Everything you need to know about Saudi designer Tima Abid’s Paris Haute Couture debut

Tima Abid Spring 2020 Couture. (Instagram)
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Updated 27 January 2020

Everything you need to know about Saudi designer Tima Abid’s Paris Haute Couture debut

  • Saudi couturiere Tima Abid presented her first-ever collection during Paris Haute Couture Week
  • The collection boasted a lineup of show-stopping couture gowns mostly dreamed up at the designer’s Jeddah atelier

DUBAI: On Jan. 23, Saudi couturiere Tima Abid presented her first-ever collection during Paris Haute Couture Week. The Jeddah-born designer, who founded her eponymous womenswear label 16-years-ago, debuted her glamorous Spring 2020 couture offering during a candle-lit dinner held at Paris’ the Four Seasons Hotel Georges V, in the presence of her private clients, which included the royal family and Syrian singer Assala Nasri.

The show was set against the soundtrack of Tunisian singer Omayma Taleb’s soothing vocals, who serenaded guests for the first few looks of the 50-piece offering, which was a year in the making.

The indelible collection boasted a lineup of show-stopping couture gowns mostly dreamed up at the designer’s Jeddah atelier.

Featuring luxe fabrics such as crepe and tulle, embellished with gold and silver embroidery, beads, molded sequins and plumes, Abid’s range of body-hugging eveningwear is a true testament to the ability and skills she and her petit mains are undoubtedly capable of.

Standout pieces included a metallic skirt that ropes up the shoulder like a braid, another skirt made entirely out of metallic sequins and red and blue feathers as well as a wedding dress with bejeweled silk panels. There was perfectly-executed tailoring aplenty in Abid’s Spring 2020 couture collection, as well as waist-cinching corsets and embellished bolero jackets.

Indeed, Abid may be a newcomer to the couture week schedule, but she’s already proving to be a force to be reckoned with.


‘I May Destroy You’ is brutal take on sexual assault

Updated 4 min 48 sec ago

‘I May Destroy You’ is brutal take on sexual assault

CHENNAI: The British series, “I May Destroy You,” directed by Michaela Coel and Sam Miller, for HBO and the BBC, comes at a time when sexual consent has become paramount.

There have been films across continents on the subject of rape, even marital, and in India things heated up after the 2012 Nirbhaya case in Delhi. A young woman was brutally assaulted by a group of men and then killed while traveling on an otherwise empty bus with her male friend. A television series on the horrific incident gripped Indians.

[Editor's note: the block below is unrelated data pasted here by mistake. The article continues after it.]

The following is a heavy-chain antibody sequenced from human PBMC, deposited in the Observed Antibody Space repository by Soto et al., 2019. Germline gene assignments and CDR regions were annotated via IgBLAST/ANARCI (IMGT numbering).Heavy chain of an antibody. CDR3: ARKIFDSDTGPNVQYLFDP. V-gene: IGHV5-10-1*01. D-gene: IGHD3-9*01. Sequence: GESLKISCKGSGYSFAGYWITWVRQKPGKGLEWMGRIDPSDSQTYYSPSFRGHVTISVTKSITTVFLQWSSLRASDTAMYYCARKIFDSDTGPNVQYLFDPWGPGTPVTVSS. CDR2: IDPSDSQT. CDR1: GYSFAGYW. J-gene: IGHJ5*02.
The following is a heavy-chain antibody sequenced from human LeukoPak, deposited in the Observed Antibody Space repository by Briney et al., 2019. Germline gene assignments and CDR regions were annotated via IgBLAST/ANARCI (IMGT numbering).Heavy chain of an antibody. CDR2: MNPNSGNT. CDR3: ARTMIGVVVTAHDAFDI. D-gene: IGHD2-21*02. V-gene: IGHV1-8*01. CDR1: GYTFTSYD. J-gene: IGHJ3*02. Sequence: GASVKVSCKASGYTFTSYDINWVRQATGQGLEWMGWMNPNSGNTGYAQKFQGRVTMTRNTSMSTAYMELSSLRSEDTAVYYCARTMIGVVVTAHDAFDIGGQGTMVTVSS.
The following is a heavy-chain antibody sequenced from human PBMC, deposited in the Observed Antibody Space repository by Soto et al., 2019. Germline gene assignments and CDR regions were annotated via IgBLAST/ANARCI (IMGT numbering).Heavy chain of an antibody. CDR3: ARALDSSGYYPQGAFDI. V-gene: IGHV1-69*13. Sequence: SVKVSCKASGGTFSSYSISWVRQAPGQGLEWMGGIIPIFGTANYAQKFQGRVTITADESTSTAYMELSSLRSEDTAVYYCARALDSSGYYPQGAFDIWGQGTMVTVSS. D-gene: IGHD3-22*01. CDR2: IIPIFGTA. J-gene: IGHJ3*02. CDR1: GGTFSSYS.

Similarly, “I May Destroy You,” written by Coel, bases the drama on her own nightmare experience, and she even performs the lead role as Arabella.

A black woman, born in London to Ghanian parents, Arabella is the best-selling author of “Chronicles of a Fed-Up Millennial,” which is based on her tweets. As the series opens, she is finishing the last chapters of her follow-up book and taking a short break from her rigorous work schedule.

Written by Coel, the series bases the drama on her own nightmare experience, and she even performs the lead role as Arabella. Supplied

But a night out turns to horror. The following morning, she finds herself in front of her computer with a very clouded idea of what happened during the night. A haunting image, though blurred, of a man sexually assaulting her is all that she can piece together.

This sets in motion the world of Arabella and her two friends, aspiring actress Terry (Weruche Opia) and aerobics instructor Kwame (Paapa Essiedu), which is one of high living. But their lifestyles do not mean that there can be physical violation or sex without consent and “I May Destroy You” examines the various forms of this sort of molestation.

It takes a while for Arabella to realize that her drink was spiked by the man who forced himself on her.

The series has no false note, and is narrated with wit, though sometimes painfully. Supplied

The series has no false note, and is narrated with wit, though sometimes painfully. There is a counselor who recommends handicrafts to get over sexual trauma. The characters are very well fleshed out, and the narrative seamlessly weaves in and out of the tragic and the comic.

But be warned, there are many distasteful visuals, which probably could have been edited out. After all, the Master of the Macabre, Alfred Hitchcock, was able to portray the most gruesome of murders without making them look bloody.